Holding Therapy: Blowing The Whistle on Institutionalised Child Abuse in the UK
Simon Oxenham covers the best and the worst from the world of psychology and neuroscience. Formerly writing with the pseudonym "Neurobonkers", Simon has a history of debunking dodgy scientific research and tearing apart questionable science journalism in an irreverent style. Simon has written and blogged for publishers including: The Psychologist, Nature, Scientific American and The Guardian. His work has been praised in the New York Times and The Guardian and described in Pearson's Textbook of Psychology as "excoriating reviews of bad science/studies”.
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Evidence has emerged that a bizarre and potentially inhumane treatment which originated in the US is now being used on children in the UK. The therapy involves a caregiver holding a child down and maintaining direct eye contact for extended periods with the express intention of provoking a fit of rage. Only after this crucial element is attained does the caregiver comfort the child. According to the American Professional Society on the Abuse of Children (APSAC) “a variety of coercive techniques are used, including scheduled holding, binding, rib cage stimulation (e.g., tickling, pinching, knuckling), and/or licking… Similar but less physically coercive approaches may involve holding the child and psychologically encouraging the child to vent anger toward her or his biological parent."
One intended purpose of the therapy is to make the child “regress”, with the belief that this will result in attachment between child and caregiver. The induction of anger is done out of the belief that existing anger blocks attachment and must be “drained” before attachment can occur. There is also an assumption that a parent’s established authority is the cause of attachment. The eye staring emerges from a belief that mutual eye gaze is an essential part of development. The practice is typically used on children living in care with severe behavioural difficulties, commonly with a diagnosis of autism or reactive attachment disorder. The therapy goes under the names of holding therapy, rage reduction therapy and attachment therapy. However the therapy has little relation to the cuddly connotations of the word “holding”, the therapy actively induces rage and the treatment has only the vaguest background in John Bowlby’s renowned theory of attachment.
Most importantly, the practice may be harmful to a child’s health and even life, according to a draft copy of a forthcoming paper that has been accepted for publication in Adoption and Fostering by Professor of Psychology Jean Mercer. According to Prof. Mercer, "Holding Therapy has never been shown to be safe and effective by independently-conducted systematic research designed to show results objectively. Rather than an evidence-based treatment, it is one supported primarily by anecdotes and testimonials that come from parents and therapists rather than the children who experienced the treatment."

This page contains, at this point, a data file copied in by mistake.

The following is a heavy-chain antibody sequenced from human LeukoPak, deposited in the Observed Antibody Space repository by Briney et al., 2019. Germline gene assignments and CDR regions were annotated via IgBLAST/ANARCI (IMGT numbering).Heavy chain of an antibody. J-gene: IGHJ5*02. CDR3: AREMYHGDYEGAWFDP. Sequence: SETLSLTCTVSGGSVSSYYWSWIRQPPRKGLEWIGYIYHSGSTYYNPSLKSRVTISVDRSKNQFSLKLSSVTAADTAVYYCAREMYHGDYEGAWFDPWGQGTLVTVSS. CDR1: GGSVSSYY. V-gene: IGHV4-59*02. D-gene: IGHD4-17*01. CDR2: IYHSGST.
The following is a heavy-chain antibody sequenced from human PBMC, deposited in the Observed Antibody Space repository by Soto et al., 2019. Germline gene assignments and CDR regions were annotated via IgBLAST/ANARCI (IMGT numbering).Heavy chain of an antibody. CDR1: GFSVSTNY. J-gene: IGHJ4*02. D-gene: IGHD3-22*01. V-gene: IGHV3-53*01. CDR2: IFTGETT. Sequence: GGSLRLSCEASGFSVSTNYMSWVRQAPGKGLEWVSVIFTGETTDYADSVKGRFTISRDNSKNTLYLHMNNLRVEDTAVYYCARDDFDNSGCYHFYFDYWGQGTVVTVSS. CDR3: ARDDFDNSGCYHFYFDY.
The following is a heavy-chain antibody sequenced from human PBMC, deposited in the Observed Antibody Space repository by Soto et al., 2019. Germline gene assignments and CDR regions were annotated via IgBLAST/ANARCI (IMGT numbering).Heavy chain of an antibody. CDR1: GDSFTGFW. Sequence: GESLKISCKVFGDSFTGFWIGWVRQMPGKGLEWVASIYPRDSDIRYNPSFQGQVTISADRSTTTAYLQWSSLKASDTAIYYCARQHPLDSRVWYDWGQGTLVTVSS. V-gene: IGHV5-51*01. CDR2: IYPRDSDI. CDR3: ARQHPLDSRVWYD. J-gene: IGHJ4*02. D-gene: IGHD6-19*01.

A British company that has used holding therapy in the past is currently in the midst of a civil case with a holding therapy “survivor”. The specifics of the case cannot be divulged because of the ongoing investigation, however a social worker involved in the case, writing under the pseudonym of Anya Chaika has self-published a shocking exposé titled Invisible England: The Testimony of David Hanson which describes his investigation in to the topic. A report by a leading expert is also due to be published before the end of the month. Unfortunately this report will remain classified as it is a part of the aforementioned legal case. Shockingly, the company that administers the therapy is funded by a number of Local Authorities. A recent criminal investigation was unable to proceed because the Crown Prosecution Service stated that the council involved was aware of the nature of holding therapy and therefore were deemed to have given consent. Bizarrely, in answer to a Freedom of Information Request, the council deny knowledge of ever having funded the treatment.
The American Psychiatric Association, The US National Association of Social Workers, The American Academy of Child and Adolescent Psychiatry, The American Professional Society on Abuse of Children and the British Association for Adoption and Fostering (and the list goes on) have all explicitly rejected holding therapy. There may however be evidence that at least one British company continues to use Holding Therapy or a close analogue.
Due to client-patient confidentiality amongst other reasons, it is extremely difficult to independently ascertain where holding therapy continues to be used, unless someone involved or a survivor blows the whistle. Unfortunately, due to the lack of available evidence and British case law combined with the high risk of litigation, it is currently very difficult to expose those involved. The best we can safely do is inform the public and hope social workers, caregivers and members of local authorities block the use of the this dangerous treatment.
Invisible England, the recent exposé in to the use of holding therapy in the UK is cited in the forthcoming publication by Prof. Jean Mercer due to be published in Adoption and Fostering later this year. The author of Invisible England remains anonymous to protect against potential career harm and legal threats. Anya Chaika is currently producing a documentary on holding therapy which is due for release in 2013. Clips from the film will be previewed on 20th April in London at The International Working Group on Abuses in Child Psychotherapy where there will be representatives from the Czech Republic, the USA and the UK discussing holding therapy and other similar issues.
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